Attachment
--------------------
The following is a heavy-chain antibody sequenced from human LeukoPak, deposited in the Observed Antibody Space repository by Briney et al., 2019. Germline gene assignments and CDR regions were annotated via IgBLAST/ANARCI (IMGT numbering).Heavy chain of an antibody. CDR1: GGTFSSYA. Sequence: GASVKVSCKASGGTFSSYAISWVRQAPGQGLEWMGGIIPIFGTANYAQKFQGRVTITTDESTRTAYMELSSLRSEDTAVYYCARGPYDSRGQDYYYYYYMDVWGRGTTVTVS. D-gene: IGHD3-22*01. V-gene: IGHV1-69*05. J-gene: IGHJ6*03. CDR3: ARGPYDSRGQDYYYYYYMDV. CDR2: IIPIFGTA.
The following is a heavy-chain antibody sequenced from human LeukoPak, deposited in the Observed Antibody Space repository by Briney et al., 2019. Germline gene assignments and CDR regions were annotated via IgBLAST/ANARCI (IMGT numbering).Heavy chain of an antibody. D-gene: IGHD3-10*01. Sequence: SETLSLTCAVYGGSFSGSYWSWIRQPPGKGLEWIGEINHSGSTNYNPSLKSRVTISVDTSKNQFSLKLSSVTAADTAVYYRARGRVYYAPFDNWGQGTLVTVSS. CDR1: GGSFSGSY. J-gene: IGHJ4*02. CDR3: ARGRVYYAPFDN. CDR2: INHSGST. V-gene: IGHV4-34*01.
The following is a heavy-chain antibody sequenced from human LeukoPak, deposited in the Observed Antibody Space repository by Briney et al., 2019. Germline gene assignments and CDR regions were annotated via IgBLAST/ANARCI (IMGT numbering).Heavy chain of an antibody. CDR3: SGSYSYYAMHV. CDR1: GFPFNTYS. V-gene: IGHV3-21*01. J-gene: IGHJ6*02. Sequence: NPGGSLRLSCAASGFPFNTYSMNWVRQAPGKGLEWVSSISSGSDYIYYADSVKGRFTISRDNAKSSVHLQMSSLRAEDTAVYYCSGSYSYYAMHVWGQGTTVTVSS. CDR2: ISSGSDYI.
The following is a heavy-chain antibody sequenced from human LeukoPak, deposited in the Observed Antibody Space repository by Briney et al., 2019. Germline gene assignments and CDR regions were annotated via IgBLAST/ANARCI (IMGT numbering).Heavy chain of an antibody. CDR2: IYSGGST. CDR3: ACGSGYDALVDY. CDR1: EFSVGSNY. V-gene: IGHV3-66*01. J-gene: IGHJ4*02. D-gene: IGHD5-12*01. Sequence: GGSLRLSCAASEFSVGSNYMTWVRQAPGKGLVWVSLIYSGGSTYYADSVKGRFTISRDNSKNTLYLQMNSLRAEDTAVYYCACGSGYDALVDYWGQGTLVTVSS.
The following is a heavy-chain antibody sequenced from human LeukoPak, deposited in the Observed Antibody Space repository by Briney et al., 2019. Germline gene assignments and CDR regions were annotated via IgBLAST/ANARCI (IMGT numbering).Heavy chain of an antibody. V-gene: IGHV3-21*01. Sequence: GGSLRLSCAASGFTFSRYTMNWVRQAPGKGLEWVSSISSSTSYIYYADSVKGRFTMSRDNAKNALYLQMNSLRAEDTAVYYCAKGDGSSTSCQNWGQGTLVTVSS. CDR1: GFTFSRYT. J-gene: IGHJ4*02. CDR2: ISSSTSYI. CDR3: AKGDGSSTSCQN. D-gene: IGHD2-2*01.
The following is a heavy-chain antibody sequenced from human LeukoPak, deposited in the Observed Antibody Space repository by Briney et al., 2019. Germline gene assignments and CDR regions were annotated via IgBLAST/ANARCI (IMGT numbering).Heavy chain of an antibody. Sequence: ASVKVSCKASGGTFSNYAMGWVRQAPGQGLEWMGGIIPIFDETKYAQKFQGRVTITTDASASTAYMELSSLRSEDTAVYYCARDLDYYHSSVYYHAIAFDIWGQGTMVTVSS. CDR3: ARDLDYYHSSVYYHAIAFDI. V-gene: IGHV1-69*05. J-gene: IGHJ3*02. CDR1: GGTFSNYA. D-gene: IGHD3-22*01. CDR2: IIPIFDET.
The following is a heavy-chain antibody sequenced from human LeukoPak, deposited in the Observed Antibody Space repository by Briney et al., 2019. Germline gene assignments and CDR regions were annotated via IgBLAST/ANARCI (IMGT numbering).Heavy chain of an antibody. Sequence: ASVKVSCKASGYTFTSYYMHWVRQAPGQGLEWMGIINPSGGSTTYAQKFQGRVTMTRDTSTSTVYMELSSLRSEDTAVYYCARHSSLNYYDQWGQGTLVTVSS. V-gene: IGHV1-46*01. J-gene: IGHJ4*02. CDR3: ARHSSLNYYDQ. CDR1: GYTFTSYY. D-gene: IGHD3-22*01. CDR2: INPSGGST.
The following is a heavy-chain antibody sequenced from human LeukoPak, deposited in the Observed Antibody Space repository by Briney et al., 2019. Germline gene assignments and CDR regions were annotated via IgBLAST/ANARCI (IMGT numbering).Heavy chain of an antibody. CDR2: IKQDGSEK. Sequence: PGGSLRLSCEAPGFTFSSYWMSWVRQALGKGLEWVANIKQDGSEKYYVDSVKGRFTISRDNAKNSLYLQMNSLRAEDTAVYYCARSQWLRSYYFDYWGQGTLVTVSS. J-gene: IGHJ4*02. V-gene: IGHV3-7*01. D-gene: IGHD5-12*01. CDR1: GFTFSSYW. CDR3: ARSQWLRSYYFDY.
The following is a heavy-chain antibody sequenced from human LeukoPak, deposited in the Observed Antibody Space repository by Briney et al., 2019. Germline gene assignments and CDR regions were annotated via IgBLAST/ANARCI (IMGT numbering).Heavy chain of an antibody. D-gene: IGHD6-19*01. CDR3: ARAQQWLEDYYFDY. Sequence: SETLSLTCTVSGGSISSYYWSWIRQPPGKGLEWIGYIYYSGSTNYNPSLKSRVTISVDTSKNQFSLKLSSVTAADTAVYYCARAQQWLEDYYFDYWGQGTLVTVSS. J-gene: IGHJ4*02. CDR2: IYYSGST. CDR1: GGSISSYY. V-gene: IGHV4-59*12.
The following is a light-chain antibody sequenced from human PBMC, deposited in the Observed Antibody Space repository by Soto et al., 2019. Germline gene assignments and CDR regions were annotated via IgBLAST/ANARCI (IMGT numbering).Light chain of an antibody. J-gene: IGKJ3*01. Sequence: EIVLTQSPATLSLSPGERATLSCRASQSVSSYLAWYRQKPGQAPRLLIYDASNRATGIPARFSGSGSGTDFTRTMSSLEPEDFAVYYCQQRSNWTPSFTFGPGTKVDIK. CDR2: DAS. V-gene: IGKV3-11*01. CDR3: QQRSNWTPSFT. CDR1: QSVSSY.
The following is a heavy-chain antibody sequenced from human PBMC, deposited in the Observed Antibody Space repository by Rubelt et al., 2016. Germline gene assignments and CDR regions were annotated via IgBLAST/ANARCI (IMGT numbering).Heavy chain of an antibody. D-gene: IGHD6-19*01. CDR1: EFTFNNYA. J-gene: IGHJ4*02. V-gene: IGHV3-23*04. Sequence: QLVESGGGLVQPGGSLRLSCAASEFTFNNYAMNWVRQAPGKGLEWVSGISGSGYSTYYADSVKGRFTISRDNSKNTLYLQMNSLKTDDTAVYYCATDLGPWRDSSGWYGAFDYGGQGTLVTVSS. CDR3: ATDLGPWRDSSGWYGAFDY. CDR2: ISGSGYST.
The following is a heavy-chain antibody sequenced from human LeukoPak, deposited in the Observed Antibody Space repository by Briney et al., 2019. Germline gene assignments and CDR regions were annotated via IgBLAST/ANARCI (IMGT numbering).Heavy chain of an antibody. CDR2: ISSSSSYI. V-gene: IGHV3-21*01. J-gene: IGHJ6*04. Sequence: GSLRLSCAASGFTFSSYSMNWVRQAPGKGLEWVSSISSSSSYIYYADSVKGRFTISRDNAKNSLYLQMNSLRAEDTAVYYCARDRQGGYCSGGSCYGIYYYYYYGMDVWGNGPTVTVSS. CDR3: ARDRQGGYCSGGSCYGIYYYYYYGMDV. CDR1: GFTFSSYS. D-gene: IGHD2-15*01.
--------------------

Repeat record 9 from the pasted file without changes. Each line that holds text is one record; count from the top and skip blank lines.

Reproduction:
The following is a heavy-chain antibody sequenced from human LeukoPak, deposited in the Observed Antibody Space repository by Briney et al., 2019. Germline gene assignments and CDR regions were annotated via IgBLAST/ANARCI (IMGT numbering).Heavy chain of an antibody. D-gene: IGHD6-19*01. CDR3: ARAQQWLEDYYFDY. Sequence: SETLSLTCTVSGGSISSYYWSWIRQPPGKGLEWIGYIYYSGSTNYNPSLKSRVTISVDTSKNQFSLKLSSVTAADTAVYYCARAQQWLEDYYFDYWGQGTLVTVSS. J-gene: IGHJ4*02. CDR2: IYYSGST. CDR1: GGSISSYY. V-gene: IGHV4-59*12.